air pollution worsening covid deaths
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Air pollution worsening Covid death rate

During the height of lockdown, one of the few positive parts was the perception of cleaner air,  beautiful skies and the sound of birdsong. With fewer people travelling, the decline of emissions inevitably meant the natural world would increase in our perception. The improvement in air quality, it was argued, was linked not to the pandemic but to the choice of lockdown.  

Poor air quality is viewed to have some link to Covid-19 deaths. A study in the  Cardiovascular Research journal found that long-term exposure to air pollution could have been  linked to 15% of Covid-19 deaths across the world. The research comes specifically from German and Cypriot experts, who analysed health and disease data in the USA and China, according to Al Jazeera.  

It is clear that air pollution is linked to the burning of fossil fuels. They release carbon dioxide into the air, causing the proportion of our atmosphere which is made up of Co2 to increase (it is currently around 0.04%). The study also explored global satellite data of exposure to microscopic particles alongside ground-based pollution as part of their study over whether Covid deaths could be linked to air pollution.  

The link logically seems clear. The Covid-19 disease is caused by the SARS-Cov-2 virus. SARS  stands for severe acute respiratory syndrome, demonstrating the links to one’s lungs and the gases that are released into the atmosphere. Before the pandemic, in some countries it was common to wear face masks because of the risks posed by poor quality air and the effect on one’s  lungs. Making the case that already weakened lungs could be at more risk from the disease does not appear hard.  

The statistics are striking. From the research, 27% of Covid deaths in East Asia could be linked to  the health effects of poor quality air, with 19% in Europe and 17% in North America. Asia has greater reliance on polluting industries with large manufacturing sectors reliant on polluting fossils fuels. The correlation is obvious.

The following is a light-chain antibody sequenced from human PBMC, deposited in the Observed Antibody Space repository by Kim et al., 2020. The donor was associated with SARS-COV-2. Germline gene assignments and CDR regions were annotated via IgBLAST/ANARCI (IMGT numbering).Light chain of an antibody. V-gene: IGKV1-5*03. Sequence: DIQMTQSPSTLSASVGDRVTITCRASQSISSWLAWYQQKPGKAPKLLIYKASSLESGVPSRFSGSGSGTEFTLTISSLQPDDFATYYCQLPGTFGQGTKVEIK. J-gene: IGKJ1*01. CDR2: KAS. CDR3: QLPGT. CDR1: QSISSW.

Nonetheless, it is important to dig deeper into these statistics. A key argument framing the deaths from Covid, is over whether the death caused by Covid or something else. The distinction is subtle but important for working out whether the disease was the primary cause or a contributing factor. While Covid could have been the catalyst for a premature death, the context of poorer air  quality might be significantly important.  

The paper’s co-author Thomas Munzel stated that: “if both long-term exposure to air pollution and  infection with the COVID-19 virus come together then we have an adverse effect on health,  particularly with respect to the heart and blood vessels.” 

The report then demonstrates how Covid would severely impact those who already had underlying  medical health issues. It is these people who were asked to shield during the first lockdown and it is  believed would be more affected by Covid compared to those with no underlying health issues. Air pollution then makes lung and heart problems more likely, meaning an individual becomes more  vulnerable.  

However, the authors have been clear that pollution itself was not killing people with the  disease but that, according to Joe Lelieveld of the Max Planck Institute for Chemistry, the “pollution  particles are a co-factor in aggravating the disease”. Potentially, 6,100 deaths in the UK could be  linked to air pollution compared to 40,000 in the USA. 

Heavily polluting manufacturing industries have been more problematic during the pandemic with the pollutants having the potential to aggravate Covid-19 which raises the risk for workers. It’s clear that greater reliance on polluting industries in East Asia have contributed to Covid deaths to a greater extent than it has done in other countries

Covid has been seen as the catalyst for many changes from how we shop and socialise to ways we work. This study could motivate further change around how our cities are operated. There should be greater focus on renewable resources and the aspiration towards living in a cleaner manner. 

Covid-19 is further evidence of the urgent need to solve our pollution problem. Structural change in industry is necessary to stop pollutants entering the atmosphere. If we can do this, should we face another respiratory disease, fewer people would be at high risk due to pre-existing conditions linked to air pollution.

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